In December 2018, a bill was laid before the Parliament of Ghana to amend the Public Holiday Act, 2001 (Act 601) to provide for three different holidays.
These new holidays are on January 7, Constitution Day; August 4, as Founder’s Day and September 21 as Dr. Kwame Nkrumah Memorial Day.
The bill was subsequently passed by Parliament and assented to by the President.
The Constitution Day marks the adoption of the Constitution of the Fourth Republic of Ghana on January 7, 1993, and has been declared as a holiday under section 2 of the Public Holiday Act, 2001 (Act 601).
The Day, apart from acknowledging Ghana’s longest-serving Constitution, also ensures that the tenets of democracy, liberty, democratic governance, rule of law, accountability, constitutionalism are upheld.
President Nana Addo Dankwa Akufo-Addo, in a televised address on the eve of Ghana’s 30th Anniversary of the Fourth Republic on January 6, 2023, chronicled some successes the nation had chalked in her democratic journey.
The President was of the belief that for the country to prolong her democratic journey, it was imperative to enhance transparency and accountability in the governance structures to fight corruption and the dissipation of public funds.
Also, the Electoral Commission, an independent body overseeing election in Ghana, should work to ensure that all stakeholders in the electoral process-the citizens, civil society organisations and political parties- did not have lingering questions about the legitimacy of an election.
The President said his government had undertaken, arguably, the boldest initiatives since independence to reform and strengthen the capacity of governance institutions to tackle corruption in the public sector, including the financial empowerment of the anti-corruption bodies.
The President cited, for instance, the passage of the Right to Information Act and the establishment of the Office of the Special Prosecutor to investigate and prosecute acts of corruption.
“We must do everything within our means to safeguard our democracy.
“We have advanced a great deal in realising this vision, and I am confident that, with a spirit of fairness, hard work, integrity and reconciliation, the best days of Mother Ghana lie ahead of us,” the President assured.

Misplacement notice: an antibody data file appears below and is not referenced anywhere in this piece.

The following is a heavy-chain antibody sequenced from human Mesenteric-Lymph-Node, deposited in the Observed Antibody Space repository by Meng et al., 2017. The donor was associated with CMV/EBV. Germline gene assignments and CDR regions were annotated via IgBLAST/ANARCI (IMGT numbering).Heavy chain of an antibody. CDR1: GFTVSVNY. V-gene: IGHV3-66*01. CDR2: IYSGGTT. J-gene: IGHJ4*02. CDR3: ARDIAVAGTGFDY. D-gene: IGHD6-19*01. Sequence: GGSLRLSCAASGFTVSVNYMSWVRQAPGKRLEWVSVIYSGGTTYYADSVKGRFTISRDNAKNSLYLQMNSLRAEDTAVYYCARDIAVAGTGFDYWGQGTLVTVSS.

The President underscored the need to create the platform for the evolution of a new Ghanaian civilisation, which would give true meaning to the foundational values of freedom and justice on which the nation’s democracy was birthed.
The National Commission for Civic Education, NCCE, at a forum to mark the Day, reiterated calls for reforms in the 1992 Constitution to promote participatory democracy and consolidate political gains made so far.
According to the Chairperson, Madam Kathleen Addy, the Commission and other organizations had undertaken a number of activities to discuss weaknesses and suggest areas for amendments to the 1992 Constitution.
She said though corruption-related activities, political monetisation and violent extremism had been a threat to the country’s democracy, the significant gains made could not be overlooked.
Madam Addy said unemployment and activities of illegal mining ‘galamsey’ were also other emerging factors hindering the country’s democracy and that everything must be done to save the situation.
“If we carry on with illegal mining as we are doing now, we will very soon not be far from the wars fought in Sierra Leone and Liberia in the nineties, so Galamsey will eventually lead to breakdown of law and order in the country..,” she said, calling for it to be stopped now.
Madam Addy said having uninterrupted Constitutional rule for 30 years was a milestone that must be celebrated, recalling the chequered political history with the overthrow of three previous Republican Constitutions, truncated by military interventions.